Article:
The idea came to me about a week before Valentine’s Day to create a series of punny DotA-themed cards for him. I have a weird knack for puns (as corroborated by the weekly New York Magazine crossword puzzle), which mostly makes J groan. The first one I came up with was, “I DotA’n you”, as in “I dote on you.” Yeah, I told you I was good (no, wait, please don’t leave yet! I’m not done!). They mostly get better than that.
Hiné Mizushima is a skilled illustrator, needle-felter, and creator of charming undersea animals.
I first came across her work when I saw her squid costume featured in an article. A year ago I copied the costume (the sincerest form of flattery, I hope!). I didn’t go out that year, but the kids who came to my door loved it.
Growing up, I always associated crafts with kid projects. Like the time we made “Chinese lanterns” for Lunar New Year, or painted wooden eggs for Easter. (Sidenote: I painted my egg off-white, in a surprising display of foresight and used it as a prank for April Fool’s day. My mom spent a solid minute or two trying to crack it for breakfast). Art was never a consideration for me, in terms of higher education or a career. I had friends who were good artists, and I was not one of them. I am pretty sure I went through most of my young adult life grinding through books and essays, writing papers and trying to figure out some sort of sensible career. I think I am still pretty lost when it comes to all of these adult-y things (and from my informal research, it doesn’t get much better), but at some point in the process I made a birthday card. I don’t remember who it was for or what it entailed, but for the most part, I drew and colored. It was the middle of finals week and I was procrastinating, but instead of making me feel worse, I felt better after making something that I knew could be enjoyed by another. It grew from there.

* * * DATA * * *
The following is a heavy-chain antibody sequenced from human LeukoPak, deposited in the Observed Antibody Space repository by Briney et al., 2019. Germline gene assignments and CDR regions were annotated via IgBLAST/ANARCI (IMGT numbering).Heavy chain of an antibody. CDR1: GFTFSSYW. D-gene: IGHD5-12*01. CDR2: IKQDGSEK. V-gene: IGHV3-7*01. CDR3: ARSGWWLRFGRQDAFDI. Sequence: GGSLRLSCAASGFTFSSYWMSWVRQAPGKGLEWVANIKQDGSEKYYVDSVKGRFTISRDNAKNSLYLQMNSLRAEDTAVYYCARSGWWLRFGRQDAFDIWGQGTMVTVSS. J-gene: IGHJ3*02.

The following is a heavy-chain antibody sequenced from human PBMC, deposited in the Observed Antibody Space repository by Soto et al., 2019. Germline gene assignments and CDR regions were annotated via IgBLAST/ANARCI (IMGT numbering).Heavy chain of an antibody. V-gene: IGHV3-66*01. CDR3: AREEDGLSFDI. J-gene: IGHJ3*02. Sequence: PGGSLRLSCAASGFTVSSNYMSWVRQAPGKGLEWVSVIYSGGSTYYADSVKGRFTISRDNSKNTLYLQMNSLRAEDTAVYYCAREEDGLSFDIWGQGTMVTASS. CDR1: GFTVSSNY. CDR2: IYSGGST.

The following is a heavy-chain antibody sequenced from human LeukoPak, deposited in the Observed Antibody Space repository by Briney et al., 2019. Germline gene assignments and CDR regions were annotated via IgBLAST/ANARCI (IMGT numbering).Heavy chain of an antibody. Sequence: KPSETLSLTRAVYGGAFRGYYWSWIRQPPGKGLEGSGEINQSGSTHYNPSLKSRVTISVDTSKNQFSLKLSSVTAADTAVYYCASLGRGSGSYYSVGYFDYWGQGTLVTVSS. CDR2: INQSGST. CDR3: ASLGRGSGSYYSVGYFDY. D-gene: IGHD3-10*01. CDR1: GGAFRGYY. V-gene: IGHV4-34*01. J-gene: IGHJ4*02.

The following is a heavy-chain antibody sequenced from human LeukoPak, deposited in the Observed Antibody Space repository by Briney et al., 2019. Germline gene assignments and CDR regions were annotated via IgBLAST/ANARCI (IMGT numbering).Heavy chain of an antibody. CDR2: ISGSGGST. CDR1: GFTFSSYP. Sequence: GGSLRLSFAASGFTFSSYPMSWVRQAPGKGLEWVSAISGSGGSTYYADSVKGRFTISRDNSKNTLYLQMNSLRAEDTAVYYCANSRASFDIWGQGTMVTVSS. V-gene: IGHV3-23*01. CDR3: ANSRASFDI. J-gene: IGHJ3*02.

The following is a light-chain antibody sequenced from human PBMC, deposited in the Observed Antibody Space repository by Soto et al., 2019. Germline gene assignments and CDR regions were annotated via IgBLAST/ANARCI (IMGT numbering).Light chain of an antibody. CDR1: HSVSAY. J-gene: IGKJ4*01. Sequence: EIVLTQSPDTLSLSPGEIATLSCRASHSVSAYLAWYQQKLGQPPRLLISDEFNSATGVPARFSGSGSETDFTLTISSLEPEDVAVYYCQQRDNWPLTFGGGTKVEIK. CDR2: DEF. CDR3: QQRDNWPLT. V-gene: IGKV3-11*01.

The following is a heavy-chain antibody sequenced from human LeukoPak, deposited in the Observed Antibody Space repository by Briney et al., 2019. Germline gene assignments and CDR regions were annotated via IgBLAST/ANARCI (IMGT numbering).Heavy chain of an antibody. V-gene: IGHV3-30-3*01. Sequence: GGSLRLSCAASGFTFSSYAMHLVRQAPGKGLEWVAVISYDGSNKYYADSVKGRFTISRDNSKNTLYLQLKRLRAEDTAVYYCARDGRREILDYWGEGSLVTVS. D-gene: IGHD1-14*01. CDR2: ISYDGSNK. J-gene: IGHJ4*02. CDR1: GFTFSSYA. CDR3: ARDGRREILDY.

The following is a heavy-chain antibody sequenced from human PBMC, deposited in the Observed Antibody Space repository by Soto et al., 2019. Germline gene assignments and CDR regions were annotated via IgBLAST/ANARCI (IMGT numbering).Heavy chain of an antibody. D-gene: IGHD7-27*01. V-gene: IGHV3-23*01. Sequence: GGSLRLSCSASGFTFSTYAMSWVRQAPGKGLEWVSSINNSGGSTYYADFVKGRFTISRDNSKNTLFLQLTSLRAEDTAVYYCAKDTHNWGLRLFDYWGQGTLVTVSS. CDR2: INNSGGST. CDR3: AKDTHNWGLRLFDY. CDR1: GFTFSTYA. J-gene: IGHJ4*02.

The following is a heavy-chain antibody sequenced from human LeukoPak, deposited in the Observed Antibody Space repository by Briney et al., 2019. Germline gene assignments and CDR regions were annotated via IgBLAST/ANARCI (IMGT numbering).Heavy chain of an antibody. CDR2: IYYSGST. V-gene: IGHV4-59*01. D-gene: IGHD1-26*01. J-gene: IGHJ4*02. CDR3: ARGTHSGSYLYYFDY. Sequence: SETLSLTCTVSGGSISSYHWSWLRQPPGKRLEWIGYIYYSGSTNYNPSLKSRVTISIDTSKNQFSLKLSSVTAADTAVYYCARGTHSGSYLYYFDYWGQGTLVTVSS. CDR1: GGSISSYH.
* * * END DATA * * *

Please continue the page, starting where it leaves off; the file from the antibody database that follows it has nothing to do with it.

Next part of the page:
This is a linocut print from a few months ago, carved in memory of my beagle, Copper. He was fourteen years old when he passed, and we had been friends since I was eight. Needless to say, we grew up together and it was really hard, and still is, to not have him around anymore. But I think he lived a full, loving life, so that’s some consolation for his absence. He still makes appearances in my dreams.